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Stoic Vanderbilt coach Derek Mason plans to be more demonstrative after lackluster debut

Temple Vanderbilt Football-1.jpg

Vanderbilt fans react to a dropped pass in the fourth quarter of an NCAA college football game Friday, Aug. 29, 2014, in Nashville, Tenn. (AP Photo/Brian Powers) (The Associated Press)

Vanderbilt first-year coach Derek Mason has studied the tape of the Commodores disappointing loss to open the season. He's found plenty of mistakes to correct, including how he acts on the sideline.

So expect to see a more demonstrative Mason on the sidelines this week.

Mason said Tuesday he kept his usual energy hidden while trying a stoic approach for his debut. People didn't see Mason working the sideline as he communicated with his coaching staff during the game, but he said he understands he needs to show more of himself after the worst home opening loss in Vanderbilt history.

That approach didn't work so well as Temple routed the Commodores 37-7, forcing seven turnovers. Mason says he's never had a team turn the ball over that much.

"You want to see it, I want to see it ...," Mason said. "And who I am is an energetic ball coach that loves the game and wants to see his team compete and compete hard and play extremely hard all the time. You can be encouraging. ... I'm sure I can do both."

Vanderbilt (0-1) has little time to dwell on how to act on the sideline hosting No. 15 Mississippi (1-0) on Saturday in the Southeastern Conference opener for both teams. Mason and his Commodores have been busy fixing a lengthy list of mistakes topped by the seven turnovers, something the head coach says he's never seen before by one team.

The Commodores, who played a total of 21 freshmen and redshirt freshmen against Temple, had turnovers on kickoff returns, errant throws, mishandled balls. Mason said all of those are fixable, and he didn't see any dropped balls or turnovers during weekend practices for the first time in a long time.

"We beat ourselves," defensive tackle Adam Butler said. "We fumbled the kickoff return, they get the ball inside the red zone and many more mistakes. Just bad, bad football."

Mason also isn't tipping his hand at quarterback the way he did a week ago when he said he wouldn't yank Patton Robinette quickly if he struggled. Robinette wound up just 4 of 6 for 38 yards and was sacked three times. Stephen Rivers also was sacked once and was 12 of 25 for 186 yards and a fumble returned for a touchdown just before halftime for a 21-7 deficit.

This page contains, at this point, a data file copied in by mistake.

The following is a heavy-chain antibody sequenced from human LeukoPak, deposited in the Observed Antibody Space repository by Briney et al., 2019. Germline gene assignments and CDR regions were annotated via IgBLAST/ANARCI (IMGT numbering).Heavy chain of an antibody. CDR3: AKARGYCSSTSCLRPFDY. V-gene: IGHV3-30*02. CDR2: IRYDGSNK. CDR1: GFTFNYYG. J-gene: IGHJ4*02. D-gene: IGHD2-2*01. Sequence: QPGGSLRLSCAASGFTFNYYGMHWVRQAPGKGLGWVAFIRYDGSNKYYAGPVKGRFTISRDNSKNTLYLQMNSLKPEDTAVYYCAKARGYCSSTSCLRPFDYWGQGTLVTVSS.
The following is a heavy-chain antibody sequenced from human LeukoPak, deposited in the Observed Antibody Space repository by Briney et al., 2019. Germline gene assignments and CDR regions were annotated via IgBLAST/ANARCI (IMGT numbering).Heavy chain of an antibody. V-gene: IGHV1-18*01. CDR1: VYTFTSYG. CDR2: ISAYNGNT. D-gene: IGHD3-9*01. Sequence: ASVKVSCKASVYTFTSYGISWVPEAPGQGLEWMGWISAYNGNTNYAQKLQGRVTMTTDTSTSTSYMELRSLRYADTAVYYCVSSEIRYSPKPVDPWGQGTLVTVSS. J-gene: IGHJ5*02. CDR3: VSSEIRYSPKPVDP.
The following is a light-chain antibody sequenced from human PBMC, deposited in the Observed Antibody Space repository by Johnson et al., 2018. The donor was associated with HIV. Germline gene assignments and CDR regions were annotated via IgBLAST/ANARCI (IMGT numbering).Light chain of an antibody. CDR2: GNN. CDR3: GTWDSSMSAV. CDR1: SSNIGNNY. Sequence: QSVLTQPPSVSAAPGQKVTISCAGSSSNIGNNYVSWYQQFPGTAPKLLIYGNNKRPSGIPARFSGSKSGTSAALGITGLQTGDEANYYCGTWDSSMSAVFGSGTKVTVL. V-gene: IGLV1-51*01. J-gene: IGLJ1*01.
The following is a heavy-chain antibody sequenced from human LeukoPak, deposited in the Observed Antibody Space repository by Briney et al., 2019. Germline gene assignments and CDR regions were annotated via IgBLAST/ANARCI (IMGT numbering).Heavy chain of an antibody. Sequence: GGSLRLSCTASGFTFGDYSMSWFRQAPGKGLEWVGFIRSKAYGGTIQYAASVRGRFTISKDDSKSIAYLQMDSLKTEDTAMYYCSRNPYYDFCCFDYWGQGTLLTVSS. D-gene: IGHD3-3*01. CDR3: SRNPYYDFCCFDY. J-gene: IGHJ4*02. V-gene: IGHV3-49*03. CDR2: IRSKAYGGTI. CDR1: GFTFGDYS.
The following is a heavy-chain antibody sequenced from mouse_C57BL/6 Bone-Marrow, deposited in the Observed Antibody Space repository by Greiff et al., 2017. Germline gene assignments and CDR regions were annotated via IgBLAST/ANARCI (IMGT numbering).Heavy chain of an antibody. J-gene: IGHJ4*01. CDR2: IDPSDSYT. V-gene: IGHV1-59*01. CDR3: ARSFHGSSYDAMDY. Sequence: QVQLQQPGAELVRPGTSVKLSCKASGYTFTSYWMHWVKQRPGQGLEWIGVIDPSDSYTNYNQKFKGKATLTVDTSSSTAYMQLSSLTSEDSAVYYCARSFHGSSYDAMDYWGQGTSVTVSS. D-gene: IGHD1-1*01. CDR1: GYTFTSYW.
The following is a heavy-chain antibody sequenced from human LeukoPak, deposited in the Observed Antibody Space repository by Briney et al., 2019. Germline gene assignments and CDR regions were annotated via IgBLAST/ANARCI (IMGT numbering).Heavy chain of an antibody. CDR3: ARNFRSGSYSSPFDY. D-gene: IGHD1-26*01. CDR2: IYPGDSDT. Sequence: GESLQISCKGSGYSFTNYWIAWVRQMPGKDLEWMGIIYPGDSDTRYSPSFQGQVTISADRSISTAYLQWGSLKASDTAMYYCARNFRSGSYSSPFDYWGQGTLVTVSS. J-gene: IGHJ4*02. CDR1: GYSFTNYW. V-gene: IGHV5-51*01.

Johnny McCrary even took a turn and didn't complete a single pass to his teammates, though two were picked off.

Now Mason says he will not announce a starting quarterback until just before kickoff Saturday against No. 15 Mississippi (1-0) in the Southeastern Conference opener for both teams. All three quarterbacks continue to compete, though Mason said the coaches have an idea of who may play.

"We're a work in progress," Mason said. "Different guys have different skillsets. And we're going to work to those skillsets, and we're going to see who gives us the best opportunity."

Ole Miss coach Hugh Freeze expects a much improved Vanderbilt when these teams meet at LP Field. He said the Temple loss was one of those nightmarish games that he can understand from his Rebels' first-half struggles on offense before beating Boise State.

"I'm sure coach Mason felt the same way," Freeze said. "Their defense played really well actually, only gave up 300-or-so yards and had a short field quite a few times. I don't expect us to go in there and get seven turnovers from them. I'm sure they are making corrections, and I expect it to be an SEC fight like all are."

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AP Sports Writer David Brandt contributed to this report.

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AP college football website: http://collegefootball.ap.org/

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Follow Teresa M. Walker at www.twitter.com/teresamwalker